Tyer’s Home Improvement Initiative Endorsed by Council Subcommittee / iBerkshires.com

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Mayor Tyer’s At Home initiative is heading back to City Council after being recommended by the Community and Economic Development subcommittee.
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PITTSFIELD, Mass. — Mayor Linda Tyer’s At Home in Pittsfield Initiative — freed from election year politics — is headed to City Council with the endorsement of its Community and Economic Development subcommittee.


The panel voted unanimously Wednesday to approve using $500,000 from the General Electric Pittsfield Economic Development Fund for the residential exterior home improvement loan program.


“This is a really big night for my administration and for the city of Pittsfield,” Tyer said.


Tyer presented the program again last week to the City Council, which referred it to the subcommittee after it had been rejected by the council more than a year prior. The council is expected to take it up at the next meeting on Nov. 10.


Community Development Director Deanna Ruffer outlined the basic functions and need for the program that is designed to help eligible homeowners repair chimneys, roofs, siding, windows, and exterior doors.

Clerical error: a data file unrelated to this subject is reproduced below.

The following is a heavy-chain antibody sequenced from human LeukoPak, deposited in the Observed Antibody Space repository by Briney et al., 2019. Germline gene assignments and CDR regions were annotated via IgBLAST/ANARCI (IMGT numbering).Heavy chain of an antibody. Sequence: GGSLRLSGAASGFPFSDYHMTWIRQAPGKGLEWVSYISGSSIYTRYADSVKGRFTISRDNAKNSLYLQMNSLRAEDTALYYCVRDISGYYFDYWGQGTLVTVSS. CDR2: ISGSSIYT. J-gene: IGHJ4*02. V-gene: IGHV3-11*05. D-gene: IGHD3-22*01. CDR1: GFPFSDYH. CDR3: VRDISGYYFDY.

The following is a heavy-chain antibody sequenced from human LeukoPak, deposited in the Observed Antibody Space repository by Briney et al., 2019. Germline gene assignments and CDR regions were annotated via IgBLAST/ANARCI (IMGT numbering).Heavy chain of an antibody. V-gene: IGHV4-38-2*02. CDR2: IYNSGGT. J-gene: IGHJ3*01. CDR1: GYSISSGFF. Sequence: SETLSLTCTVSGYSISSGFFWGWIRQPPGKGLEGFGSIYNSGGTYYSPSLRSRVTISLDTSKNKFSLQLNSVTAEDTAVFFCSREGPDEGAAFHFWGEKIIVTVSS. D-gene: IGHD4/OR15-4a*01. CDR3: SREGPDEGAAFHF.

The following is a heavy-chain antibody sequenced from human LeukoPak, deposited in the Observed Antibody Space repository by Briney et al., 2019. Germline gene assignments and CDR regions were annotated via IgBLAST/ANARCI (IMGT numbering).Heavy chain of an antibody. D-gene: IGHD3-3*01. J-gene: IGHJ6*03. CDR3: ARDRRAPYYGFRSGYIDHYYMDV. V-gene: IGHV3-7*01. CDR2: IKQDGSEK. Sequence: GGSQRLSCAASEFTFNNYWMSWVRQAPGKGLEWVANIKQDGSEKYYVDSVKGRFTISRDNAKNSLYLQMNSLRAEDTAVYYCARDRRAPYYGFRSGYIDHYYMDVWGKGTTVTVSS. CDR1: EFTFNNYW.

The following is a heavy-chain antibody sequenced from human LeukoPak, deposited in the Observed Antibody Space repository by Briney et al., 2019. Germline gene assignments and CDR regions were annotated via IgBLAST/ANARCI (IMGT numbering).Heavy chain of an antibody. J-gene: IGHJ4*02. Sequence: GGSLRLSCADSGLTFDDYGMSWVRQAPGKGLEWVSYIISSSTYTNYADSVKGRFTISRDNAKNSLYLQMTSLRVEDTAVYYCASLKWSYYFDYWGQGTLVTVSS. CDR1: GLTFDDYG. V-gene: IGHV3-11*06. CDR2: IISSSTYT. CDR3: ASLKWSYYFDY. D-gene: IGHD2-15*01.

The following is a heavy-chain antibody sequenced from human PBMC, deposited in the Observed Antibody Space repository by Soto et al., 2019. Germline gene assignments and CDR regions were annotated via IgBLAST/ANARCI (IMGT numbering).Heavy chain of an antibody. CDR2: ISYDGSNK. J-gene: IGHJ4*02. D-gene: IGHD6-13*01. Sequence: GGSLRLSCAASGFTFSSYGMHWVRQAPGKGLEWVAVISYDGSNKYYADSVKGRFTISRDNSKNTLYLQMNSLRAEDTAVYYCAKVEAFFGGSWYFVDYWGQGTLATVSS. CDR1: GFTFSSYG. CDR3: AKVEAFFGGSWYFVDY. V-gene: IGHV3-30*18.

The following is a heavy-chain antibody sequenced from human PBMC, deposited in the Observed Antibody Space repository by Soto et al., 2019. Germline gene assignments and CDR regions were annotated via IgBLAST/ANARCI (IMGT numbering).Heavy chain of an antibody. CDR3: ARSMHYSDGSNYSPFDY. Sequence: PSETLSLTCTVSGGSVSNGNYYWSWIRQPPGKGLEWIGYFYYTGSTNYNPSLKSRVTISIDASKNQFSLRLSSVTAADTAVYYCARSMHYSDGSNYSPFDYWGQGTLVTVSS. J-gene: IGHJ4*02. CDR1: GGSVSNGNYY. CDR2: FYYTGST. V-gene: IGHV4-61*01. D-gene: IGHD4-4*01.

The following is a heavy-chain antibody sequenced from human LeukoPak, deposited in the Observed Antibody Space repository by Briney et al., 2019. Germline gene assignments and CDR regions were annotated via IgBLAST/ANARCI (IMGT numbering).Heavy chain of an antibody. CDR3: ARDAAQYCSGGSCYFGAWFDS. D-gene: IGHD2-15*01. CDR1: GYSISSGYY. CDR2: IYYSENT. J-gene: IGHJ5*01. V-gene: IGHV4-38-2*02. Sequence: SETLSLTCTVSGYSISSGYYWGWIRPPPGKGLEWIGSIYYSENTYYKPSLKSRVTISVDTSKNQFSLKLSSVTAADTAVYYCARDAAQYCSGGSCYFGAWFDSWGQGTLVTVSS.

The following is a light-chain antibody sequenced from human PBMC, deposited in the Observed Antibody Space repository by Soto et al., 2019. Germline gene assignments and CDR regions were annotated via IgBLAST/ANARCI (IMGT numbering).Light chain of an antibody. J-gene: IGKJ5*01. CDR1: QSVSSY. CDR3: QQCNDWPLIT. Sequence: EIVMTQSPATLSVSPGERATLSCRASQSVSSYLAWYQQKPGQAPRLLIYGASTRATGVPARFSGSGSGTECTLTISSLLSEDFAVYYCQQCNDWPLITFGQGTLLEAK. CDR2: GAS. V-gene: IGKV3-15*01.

Ruffer explained that this is one part of the city’s multifaceted approach to housing. The city has made significant investment in demolitions of vacant housing to improve quality of neighborhoods, partnerships and investments in market-rate housing to meet need and is working on a sheltering and supported housing plan.


Tyer and her team are confident that the At Home program meets all economic development and public benefit guidelines as it will leverage private investments by local lending partners, providing jobs in the construction trade, and will increase homeowners equity and overall wealth.


Some 43 percent of Pittsfield housing stock was built prior to 1939, meaning that many homes are in need of renovation, repair, and improvement. Tyer believes this initiative that is intended to provide funding for exterior improvements is vital to establishing housing and neighborhood stabilization, especially in the Morningside and West Side neighborhoods.


Tyer also believes this program has the potential to help close the wealth gap that exists within the city.


This program originally requested $250,000, but this was increased to $500,000 because of a great deal of interest in the program 18 months ago. During this time, more than 100 residents contacted Tyer’s office to inquire about the program.


Officials believe that this increase is even more necessary during the COVID-19 pandemic because residents are in a worse financial situation than before.